In the first quarter of 2020, the world was faced with Covid-19 pandemic. Globally, factories were shut down, trade was severely disrupted, stock markets crashed, airports all over the world were deserted, and businesses remained closed to contain the coronavirus outbreak. Investors have started becoming concerned about their money invested in companies. Economies around the world have been experiencing an economic decline similar to the great depression of 1930s. The Covid-19 pandemic has created unprecedented recessionary impact on global GDP.
The role of central banks
Central banks across the world are responsible for maintaining price stability as their prime objective, along with safeguarding the stability of the financial system. The ultimate objective of an effective monetary policy is low and stable inflation, which is prerequisite for sustainable economic growth. It ensures confidence of the individuals and businesses to make rational economic decisions relating to consumption, saving and investment, which have spillover effect on economic growth and employment opportunities in long run, thus improving overall economic welfare of the country.
Importance of an efficient financial system in economic growth
A sound and efficient financial system plays a vital role in economic growth and development of the country. In fact, it helps to convert savings into investment. It provides a secure platform for carrying out economic transactions and helps in a smooth and quick transmission of changes in monetary policy stance to the real economy. The Covid-19 pandemic has triggered an unprecedented human and health crisis. In an attempt to contain the spread of the virus, necessary measures, including lockdowns and social distancing, have restricted the economic activity, which in turn, may have implications for financial stability. In the wake of Covid-19 outbreak, market volatility spiked and borrowing costs have soared, particularly in risky credit markets. Emerging and frontier markets have witnessed the sharpest portfolio flow reversal on record.
Consequently, it has increased the risk that borrower’s inability to service their debts would put pressure on banks, leading to strains on credit markets.Thus, within three months, the 2020 outlook has shifted from the expected growth of more than 3 per cent globally to a sharp contraction of negative 3 per cent, much worse than the output loss seen during the 2008-09 global financial crisis. An extended period of disruption in the financial market may lead to a credit crunch for non-financial borrowers, further intensifying the economic downturn.
Weakening economic activity and increased downside risks stricken by the outbreak of Covid-19 have prompted the countries across the globe to take swift actions. In this regard, central banks globally have taken bold and decisive actions by easing monetary policy and using unconventional monetary policy tools, including assets purchases and providing liquidity to the financial system in an effort to lean against the tightening in financial conditions and maintain the flow of credit to the economy. Policy rates are now near zero in many advanced economies.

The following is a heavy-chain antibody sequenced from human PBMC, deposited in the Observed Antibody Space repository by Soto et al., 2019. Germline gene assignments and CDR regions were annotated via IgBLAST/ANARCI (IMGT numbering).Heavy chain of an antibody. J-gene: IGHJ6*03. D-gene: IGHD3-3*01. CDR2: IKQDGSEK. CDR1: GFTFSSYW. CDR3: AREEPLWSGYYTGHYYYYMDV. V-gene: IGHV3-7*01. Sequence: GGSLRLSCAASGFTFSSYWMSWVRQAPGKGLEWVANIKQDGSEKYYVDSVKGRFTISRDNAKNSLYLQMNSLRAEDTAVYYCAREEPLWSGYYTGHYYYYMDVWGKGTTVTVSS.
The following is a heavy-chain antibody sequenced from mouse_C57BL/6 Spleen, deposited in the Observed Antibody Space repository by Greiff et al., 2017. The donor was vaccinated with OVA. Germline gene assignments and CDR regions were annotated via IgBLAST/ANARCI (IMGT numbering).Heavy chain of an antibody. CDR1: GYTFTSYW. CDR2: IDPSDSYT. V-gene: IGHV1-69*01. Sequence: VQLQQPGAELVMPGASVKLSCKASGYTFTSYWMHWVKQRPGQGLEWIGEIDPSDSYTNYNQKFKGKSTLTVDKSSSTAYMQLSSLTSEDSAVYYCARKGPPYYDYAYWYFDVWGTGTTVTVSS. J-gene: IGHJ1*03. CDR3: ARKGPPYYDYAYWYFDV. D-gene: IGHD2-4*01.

Before the outbreak of Covid-19, there were signs of recovery in Pakistan’s economy primarily reflecting the cumulative effect of stabilization and regulatory measures taken during the current financial year. Inflation has started to fall after reaching its peak in January 2020. This improvement is now subject to risks arising from the global and the domestic spread of Covid-19. State Bank of Pakistan (SBP) has on public and economy. The focus growth and employment and ensuring the stability of the banking and payment system.
Overall economic growth in Pakistan contracted to (-) 0.47% in 2019-20 when it already had weak economic growth of just 1.9 percent in the prior year. The Covid-19 further compounded long-standing challenges, especially in the industrial and services sector. However, due to the timely intervention of the government (economic stimulus package), the economy turned back to revival path.
Pakistan’s consumer finance
Consumer Credit in Pakistan averaged Rs 444,080.32 million from 2006 until 2021, reaching an all-time high of Rs 902,382 million in July of 2021 and a record low of Rs 282,406 million in April of 2012. Consumer finance is an established financial product across the globe, particularly in mature economies, where it constitutes a significant portion of banks’ lending portfolios. In the Pakistani banking sector, however, the evolution of the consumer financing portfolio is a more recent phenomenon, as banks have traditionally focused on lending to the corporate sector and public sector entities. While two prominent foreign banks took the lead in introducing credit cards in the banking sector in the mid‐‘90s, their outreach was limited to the top‐tier of salaried customers and businessmen.
During Jul-Mar FY2020 demand for consumer financing credit remained subdued at Rs 15.5 billion (growth of 2.9%) as compared to Rs 43 billion (growth of 9% per cent) in the same period of last year. Consumers perceived current fiscal year to be challenging to spend for house building, consumer durable, auto financing and others as overall consumer confidence remained weak with the rising inflation. Consumer financing for transport, credit cards and household durable items decelerated to Rs. 3.2 billion, Rs 2.4 billion and Rs. 1.1 billion, respectively, during the period under review. The decline in consumer credit is the obvious outcome of the demand management policies being followed in the period under review. Consumer financing for house building and other shows a negative growth of 6.1% and 19.8%, respectively.